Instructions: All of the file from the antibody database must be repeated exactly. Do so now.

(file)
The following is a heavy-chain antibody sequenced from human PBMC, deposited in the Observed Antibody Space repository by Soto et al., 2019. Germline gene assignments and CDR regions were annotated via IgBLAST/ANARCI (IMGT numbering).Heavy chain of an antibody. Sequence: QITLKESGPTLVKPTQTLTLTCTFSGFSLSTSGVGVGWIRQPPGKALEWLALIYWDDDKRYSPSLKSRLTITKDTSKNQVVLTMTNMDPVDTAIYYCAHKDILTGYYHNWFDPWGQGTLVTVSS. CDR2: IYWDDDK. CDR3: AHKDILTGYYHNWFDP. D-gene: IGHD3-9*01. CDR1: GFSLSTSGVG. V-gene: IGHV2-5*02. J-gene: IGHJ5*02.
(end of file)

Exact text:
The following is a heavy-chain antibody sequenced from human PBMC, deposited in the Observed Antibody Space repository by Soto et al., 2019. Germline gene assignments and CDR regions were annotated via IgBLAST/ANARCI (IMGT numbering).Heavy chain of an antibody. Sequence: QITLKESGPTLVKPTQTLTLTCTFSGFSLSTSGVGVGWIRQPPGKALEWLALIYWDDDKRYSPSLKSRLTITKDTSKNQVVLTMTNMDPVDTAIYYCAHKDILTGYYHNWFDPWGQGTLVTVSS. CDR2: IYWDDDK. CDR3: AHKDILTGYYHNWFDP. D-gene: IGHD3-9*01. CDR1: GFSLSTSGVG. V-gene: IGHV2-5*02. J-gene: IGHJ5*02.